The United States Court of Appeals for the Seventh Circuit has handed down an opinion in Wiesmueller v. Kosobucki, No. 08-2527, a class action challenging—under the federal Constitution’s “dormant commerce clause”—the diploma privilege. The diploma privilege, of course, is the Wisconsin Supreme Court rule that permits law graduates of Marquette University and the University of Wisconsin to be admitted to the practice of law in Wisconsin (without, for example, having to take a bar exam). The Seventh Circuit reversed the district court’s dismissal of the case, not because it concluded that the diploma privilege is unconstitutional but because the plaintiffs should have an opportunity to submit evidence on the matter. The court stated that “Marquette and Madison are law schools of national stature, and we can hardly infer without any evidence that they concentrate on educating their students in the law of the state that these law schools happen to be located in . . . .” Slip op. at 11. So it remanded (stressing that “[w]e intimate no view on the ultimate outcome”). Id. at 15.
The court said much else of note. This includes that the diploma privilege “has only indirect effects on interstate commerce and regulates evenhandedly” and that “the regulation must be at least minimally reasonable.” Id. at 8 (internal quotation marks omitted). On the latter point, the court noted as follows: “We emphasize ‘minimally.’ The judiciary lacks the time and the knowledge to be able to strike a fine balance between the burden that a particular state regulation lays on interstate commerce and the benefit of that regulation to the state’s legitimate interests.” Id. (I cannot resist adding that the court allowed that “[t]he two law schools in Wisconsin are very fine law schools, doubtless among the nation’s best . . . .“ Id. at 13-14.) The problem, according to the court, is that “we find ourselves in an evidentiary vacuum created by the early termination of the case by the grant of a motion to dismiss.” Id. at 8-9.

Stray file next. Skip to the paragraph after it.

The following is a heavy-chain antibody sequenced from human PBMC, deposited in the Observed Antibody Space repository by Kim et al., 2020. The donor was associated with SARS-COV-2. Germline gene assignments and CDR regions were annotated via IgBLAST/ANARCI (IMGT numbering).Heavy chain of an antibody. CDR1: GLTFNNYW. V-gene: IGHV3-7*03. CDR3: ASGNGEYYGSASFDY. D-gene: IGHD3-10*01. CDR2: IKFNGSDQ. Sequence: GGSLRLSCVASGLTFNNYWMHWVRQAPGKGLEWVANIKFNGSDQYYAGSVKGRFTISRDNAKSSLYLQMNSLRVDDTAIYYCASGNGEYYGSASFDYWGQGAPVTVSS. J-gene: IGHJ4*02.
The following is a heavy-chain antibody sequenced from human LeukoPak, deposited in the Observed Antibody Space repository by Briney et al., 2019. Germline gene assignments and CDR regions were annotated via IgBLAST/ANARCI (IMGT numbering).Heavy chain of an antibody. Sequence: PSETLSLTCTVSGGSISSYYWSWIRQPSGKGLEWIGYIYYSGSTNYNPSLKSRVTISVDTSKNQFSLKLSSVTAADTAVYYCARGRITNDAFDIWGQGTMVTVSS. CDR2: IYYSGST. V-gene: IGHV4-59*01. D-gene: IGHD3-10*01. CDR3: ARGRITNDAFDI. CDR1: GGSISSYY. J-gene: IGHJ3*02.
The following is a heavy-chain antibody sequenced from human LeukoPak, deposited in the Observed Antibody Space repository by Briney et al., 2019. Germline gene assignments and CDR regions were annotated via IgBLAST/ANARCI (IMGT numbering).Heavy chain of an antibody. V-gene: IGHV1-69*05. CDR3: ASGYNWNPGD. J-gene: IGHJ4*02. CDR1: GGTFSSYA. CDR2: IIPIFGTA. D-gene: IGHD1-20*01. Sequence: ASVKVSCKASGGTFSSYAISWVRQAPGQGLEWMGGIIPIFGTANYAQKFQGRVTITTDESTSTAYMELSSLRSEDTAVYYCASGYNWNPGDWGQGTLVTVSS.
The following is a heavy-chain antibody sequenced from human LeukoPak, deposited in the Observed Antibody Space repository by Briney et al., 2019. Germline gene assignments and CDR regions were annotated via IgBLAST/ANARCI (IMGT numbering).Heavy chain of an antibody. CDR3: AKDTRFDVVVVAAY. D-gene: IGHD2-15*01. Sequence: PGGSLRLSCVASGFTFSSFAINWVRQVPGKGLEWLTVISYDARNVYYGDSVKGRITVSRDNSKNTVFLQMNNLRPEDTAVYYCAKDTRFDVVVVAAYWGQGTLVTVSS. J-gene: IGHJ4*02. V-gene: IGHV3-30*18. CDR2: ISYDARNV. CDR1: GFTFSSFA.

While Marquette is not a party to this case (the defendants are the members of the Wisconsin Supreme Court and its Board of Bar Examiners), I expect that on remand (and any subsequent appeal) the diploma privilege will pass constitutional muster. This is the beginning of my seventh year as dean and thirteenth as a member of the faculty at Marquette; throughout this time Marquette Law School has sought to ensure—because of the diploma privilege—that our students are especially introduced to the law and legal profession of Wisconsin. Certainly I expect that it is not the case (to quote a “supposition” posed by the Seventh Circuit) “that Wisconsin law is no greater part of the curriculum of the Marquette and Madison law schools than it is of the law schools of Harvard, Yale, Columbia, Virginia, the University of Texas, Notre Dame, the University of Chicago, the University of Oklahoma, and the University of Northern Illinois.” Id. at 9. Indeed, I know it not to be the case at Marquette, and I expect that a similar thing is true at the University of Wisconsin. To be sure, it will take a while to demonstrate all this through the litigation system, but Marquette will provide the Attorney General’s office any support that it requires in marshaling evidence.